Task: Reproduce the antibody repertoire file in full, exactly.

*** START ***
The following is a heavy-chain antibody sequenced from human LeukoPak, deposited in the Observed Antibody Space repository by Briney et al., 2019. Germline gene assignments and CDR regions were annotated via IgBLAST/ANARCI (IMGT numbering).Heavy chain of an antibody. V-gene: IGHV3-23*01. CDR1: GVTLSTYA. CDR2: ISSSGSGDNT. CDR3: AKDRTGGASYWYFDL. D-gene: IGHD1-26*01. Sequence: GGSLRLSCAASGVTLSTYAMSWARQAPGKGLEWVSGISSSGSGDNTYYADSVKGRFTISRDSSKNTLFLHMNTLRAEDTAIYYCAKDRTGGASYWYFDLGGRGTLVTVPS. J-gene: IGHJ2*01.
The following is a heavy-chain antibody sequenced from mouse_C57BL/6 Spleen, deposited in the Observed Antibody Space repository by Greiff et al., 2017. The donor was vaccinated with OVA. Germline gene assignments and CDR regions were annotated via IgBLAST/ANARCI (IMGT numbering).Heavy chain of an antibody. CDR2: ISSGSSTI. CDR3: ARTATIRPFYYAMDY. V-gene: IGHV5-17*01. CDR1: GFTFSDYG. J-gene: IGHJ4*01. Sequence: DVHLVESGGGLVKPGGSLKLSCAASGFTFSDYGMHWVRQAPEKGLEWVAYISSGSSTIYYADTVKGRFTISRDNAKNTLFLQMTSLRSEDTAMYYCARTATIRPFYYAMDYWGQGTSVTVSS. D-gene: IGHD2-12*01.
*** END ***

The following is a heavy-chain antibody sequenced from human LeukoPak, deposited in the Observed Antibody Space repository by Briney et al., 2019. Germline gene assignments and CDR regions were annotated via IgBLAST/ANARCI (IMGT numbering).Heavy chain of an antibody. V-gene: IGHV3-23*01. CDR1: GVTLSTYA. CDR2: ISSSGSGDNT. CDR3: AKDRTGGASYWYFDL. D-gene: IGHD1-26*01. Sequence: GGSLRLSCAASGVTLSTYAMSWARQAPGKGLEWVSGISSSGSGDNTYYADSVKGRFTISRDSSKNTLFLHMNTLRAEDTAIYYCAKDRTGGASYWYFDLGGRGTLVTVPS. J-gene: IGHJ2*01.
The following is a heavy-chain antibody sequenced from mouse_C57BL/6 Spleen, deposited in the Observed Antibody Space repository by Greiff et al., 2017. The donor was vaccinated with OVA. Germline gene assignments and CDR regions were annotated via IgBLAST/ANARCI (IMGT numbering).Heavy chain of an antibody. CDR2: ISSGSSTI. CDR3: ARTATIRPFYYAMDY. V-gene: IGHV5-17*01. CDR1: GFTFSDYG. J-gene: IGHJ4*01. Sequence: DVHLVESGGGLVKPGGSLKLSCAASGFTFSDYGMHWVRQAPEKGLEWVAYISSGSSTIYYADTVKGRFTISRDNAKNTLFLQMTSLRSEDTAMYYCARTATIRPFYYAMDYWGQGTSVTVSS. D-gene: IGHD2-12*01.